An International Examination of the Cost of Turnover and its Impact on Patient Safety and Nurse Outcomes - The Pilot Study

2.50
Hdl Handle:
http://hdl.handle.net/10755/149124
Type:
Presentation
Title:
An International Examination of the Cost of Turnover and its Impact on Patient Safety and Nurse Outcomes - The Pilot Study
Abstract:
An International Examination of the Cost of Turnover and its Impact on Patient Safety and Nurse Outcomes - The Pilot Study
Conference Sponsor:Sigma Theta Tau International
Conference Year:2003
Author:Stone, Patricia W., PhD, MPH, RN
P.I. Institution Name:Columbia University
Title:Assistant Professor of Nursing, Education, Scholarship, Research
Co-Authors:Christine Duffield, RN, BScN, MHP, PhD, FACHSE; Pat Griffin, RN, PhD; Patricia Hinton Walker, PhD, RN, FAAN; Heather K. S. Laschinger, RN, PhD; Linda L. O'Brien-Pallas, RN, PhD; Judith Shamian, RN, PhD
Purpose: The purpose of this international collaboration is to determine the costs associated with nurse turnover and staffing and the related impact on patient and nurse safety outcomes across countries. This paper will report on a pilot study completed to examine the cost of turnover. Design: A purposive cross section of medical and surgical units was selected from one province or state in each of the countries studied. Population, Setting, and Sample: Unit Managers from two medical and two surgical units from each country were asked to participate in the pilot study. Surveys were distributed in Australia, Canada, New Zealand, the United Kingdom, the United States, and Scotland. Methods: The survey used in this pilot study was adapted from Buchan’s (1999) earlier work and included a series of questions related to budgeted full-time equivalents, new hires, turnover, and direct and indirect costs of turnover on the nursing unit in the last six months. Respondents were asked to indicate actual responses to the questions and availability of data for the study. Findings: Data from 11 medical and surgical nursing units across all six countries were used in the final analysis. Findings revealed that the average cost of turnover per nurse was $21,514 US (SD=$12,226). The pilot study allowed us to identify the availability of data and where further refinement of definitions of variables was needed. Conclusions: As a result of the pilot work, changes have been made to the survey, definitions of variables, and the sampling frame. Secondary data sources will be used whenever possible to reduce the cost of primary data collection. Implications: This pilot work has provided us with information to enhance our approach to measuring turnover in different countries. A larger collaboration is underway which will involve a random sample of hospitals in each country.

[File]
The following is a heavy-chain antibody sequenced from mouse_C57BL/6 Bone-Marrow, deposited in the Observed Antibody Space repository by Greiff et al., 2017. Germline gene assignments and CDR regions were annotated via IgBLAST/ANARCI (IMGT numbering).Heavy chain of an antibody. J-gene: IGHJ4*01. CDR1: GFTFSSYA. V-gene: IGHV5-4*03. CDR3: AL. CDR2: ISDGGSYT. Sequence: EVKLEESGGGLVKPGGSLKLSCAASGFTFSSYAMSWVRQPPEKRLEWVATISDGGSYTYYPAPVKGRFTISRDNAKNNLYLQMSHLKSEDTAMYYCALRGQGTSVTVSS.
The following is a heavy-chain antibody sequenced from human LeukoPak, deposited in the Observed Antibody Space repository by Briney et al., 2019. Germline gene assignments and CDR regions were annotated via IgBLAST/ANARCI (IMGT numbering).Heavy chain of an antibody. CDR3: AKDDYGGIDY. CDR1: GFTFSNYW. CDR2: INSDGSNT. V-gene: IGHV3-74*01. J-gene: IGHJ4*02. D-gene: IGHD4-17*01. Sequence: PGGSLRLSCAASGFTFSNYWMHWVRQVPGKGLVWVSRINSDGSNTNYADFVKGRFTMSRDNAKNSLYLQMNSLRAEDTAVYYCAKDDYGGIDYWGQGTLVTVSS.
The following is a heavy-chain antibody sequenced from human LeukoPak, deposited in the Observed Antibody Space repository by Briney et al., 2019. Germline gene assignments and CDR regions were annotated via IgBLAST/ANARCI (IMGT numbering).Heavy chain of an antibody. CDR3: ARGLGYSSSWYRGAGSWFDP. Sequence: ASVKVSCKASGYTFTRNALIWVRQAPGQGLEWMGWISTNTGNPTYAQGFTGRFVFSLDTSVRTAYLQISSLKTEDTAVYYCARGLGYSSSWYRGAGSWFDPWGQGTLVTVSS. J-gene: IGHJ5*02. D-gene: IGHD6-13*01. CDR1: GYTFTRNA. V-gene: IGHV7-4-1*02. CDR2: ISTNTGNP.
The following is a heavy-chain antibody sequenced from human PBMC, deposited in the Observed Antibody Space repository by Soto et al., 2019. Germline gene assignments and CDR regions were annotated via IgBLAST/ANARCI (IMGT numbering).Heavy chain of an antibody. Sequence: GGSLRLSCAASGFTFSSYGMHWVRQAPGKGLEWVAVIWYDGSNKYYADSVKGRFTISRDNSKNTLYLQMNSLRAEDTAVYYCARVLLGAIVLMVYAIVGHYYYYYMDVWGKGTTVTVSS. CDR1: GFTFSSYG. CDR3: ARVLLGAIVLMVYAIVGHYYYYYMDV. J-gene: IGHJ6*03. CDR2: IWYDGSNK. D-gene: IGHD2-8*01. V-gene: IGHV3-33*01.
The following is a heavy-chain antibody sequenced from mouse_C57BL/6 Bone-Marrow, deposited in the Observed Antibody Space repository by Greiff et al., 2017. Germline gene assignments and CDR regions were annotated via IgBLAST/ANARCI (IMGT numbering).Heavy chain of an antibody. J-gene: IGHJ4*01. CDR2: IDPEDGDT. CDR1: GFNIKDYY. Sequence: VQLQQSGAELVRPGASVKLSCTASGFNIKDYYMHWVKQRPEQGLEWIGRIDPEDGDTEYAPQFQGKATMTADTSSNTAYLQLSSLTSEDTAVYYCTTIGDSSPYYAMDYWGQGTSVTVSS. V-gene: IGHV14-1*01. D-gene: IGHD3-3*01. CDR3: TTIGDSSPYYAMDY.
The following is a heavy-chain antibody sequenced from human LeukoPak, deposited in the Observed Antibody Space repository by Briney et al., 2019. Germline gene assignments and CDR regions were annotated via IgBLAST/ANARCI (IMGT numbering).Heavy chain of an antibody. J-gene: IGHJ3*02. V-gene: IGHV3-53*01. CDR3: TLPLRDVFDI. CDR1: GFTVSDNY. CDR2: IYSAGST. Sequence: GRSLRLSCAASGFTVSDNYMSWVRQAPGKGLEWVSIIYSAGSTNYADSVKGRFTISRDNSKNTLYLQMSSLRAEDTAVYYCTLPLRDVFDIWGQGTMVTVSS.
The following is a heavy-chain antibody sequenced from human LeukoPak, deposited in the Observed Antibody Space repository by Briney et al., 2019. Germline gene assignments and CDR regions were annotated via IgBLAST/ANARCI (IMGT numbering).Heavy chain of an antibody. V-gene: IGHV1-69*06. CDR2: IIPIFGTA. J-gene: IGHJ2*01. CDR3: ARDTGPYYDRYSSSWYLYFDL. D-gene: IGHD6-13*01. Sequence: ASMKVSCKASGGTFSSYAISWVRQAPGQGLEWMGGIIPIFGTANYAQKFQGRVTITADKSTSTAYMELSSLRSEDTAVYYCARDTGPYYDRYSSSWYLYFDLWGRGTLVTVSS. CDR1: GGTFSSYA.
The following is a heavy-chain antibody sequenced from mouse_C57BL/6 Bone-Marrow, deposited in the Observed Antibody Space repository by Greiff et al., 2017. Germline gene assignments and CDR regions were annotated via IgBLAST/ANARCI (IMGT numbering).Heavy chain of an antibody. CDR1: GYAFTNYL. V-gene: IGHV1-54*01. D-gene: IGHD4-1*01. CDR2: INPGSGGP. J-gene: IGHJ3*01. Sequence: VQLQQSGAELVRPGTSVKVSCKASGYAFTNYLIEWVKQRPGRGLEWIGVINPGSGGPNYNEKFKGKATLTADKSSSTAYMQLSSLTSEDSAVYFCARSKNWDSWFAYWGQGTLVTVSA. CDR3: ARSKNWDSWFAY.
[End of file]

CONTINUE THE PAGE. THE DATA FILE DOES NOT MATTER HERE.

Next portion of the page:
Repository Posting Date:
26-Oct-2011
Date of Publication:
17-Oct-2011
Sponsors:
Sigma Theta Tau International

Full metadata record

DC FieldValue Language
dc.typePresentationen_GB
dc.titleAn International Examination of the Cost of Turnover and its Impact on Patient Safety and Nurse Outcomes - The Pilot Studyen_GB
dc.identifier.urihttp://hdl.handle.net/10755/149124-